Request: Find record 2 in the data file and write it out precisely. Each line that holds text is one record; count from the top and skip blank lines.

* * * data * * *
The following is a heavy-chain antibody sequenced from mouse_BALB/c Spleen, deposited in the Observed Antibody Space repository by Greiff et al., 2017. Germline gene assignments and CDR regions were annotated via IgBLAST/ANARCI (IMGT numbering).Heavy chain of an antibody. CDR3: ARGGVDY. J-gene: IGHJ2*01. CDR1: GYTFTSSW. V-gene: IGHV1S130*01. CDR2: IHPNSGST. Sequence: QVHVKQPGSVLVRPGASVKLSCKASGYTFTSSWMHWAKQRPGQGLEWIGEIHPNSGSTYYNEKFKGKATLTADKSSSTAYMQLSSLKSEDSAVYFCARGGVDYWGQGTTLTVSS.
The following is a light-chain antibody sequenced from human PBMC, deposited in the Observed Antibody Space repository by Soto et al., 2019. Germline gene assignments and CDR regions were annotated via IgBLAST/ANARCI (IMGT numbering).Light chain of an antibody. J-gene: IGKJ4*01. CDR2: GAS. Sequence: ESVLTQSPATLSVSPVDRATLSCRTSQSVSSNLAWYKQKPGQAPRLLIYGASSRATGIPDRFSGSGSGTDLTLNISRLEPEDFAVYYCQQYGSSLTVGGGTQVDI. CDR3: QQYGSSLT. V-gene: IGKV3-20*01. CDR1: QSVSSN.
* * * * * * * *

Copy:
The following is a light-chain antibody sequenced from human PBMC, deposited in the Observed Antibody Space repository by Soto et al., 2019. Germline gene assignments and CDR regions were annotated via IgBLAST/ANARCI (IMGT numbering).Light chain of an antibody. J-gene: IGKJ4*01. CDR2: GAS. Sequence: ESVLTQSPATLSVSPVDRATLSCRTSQSVSSNLAWYKQKPGQAPRLLIYGASSRATGIPDRFSGSGSGTDLTLNISRLEPEDFAVYYCQQYGSSLTVGGGTQVDI. CDR3: QQYGSSLT. V-gene: IGKV3-20*01. CDR1: QSVSSN.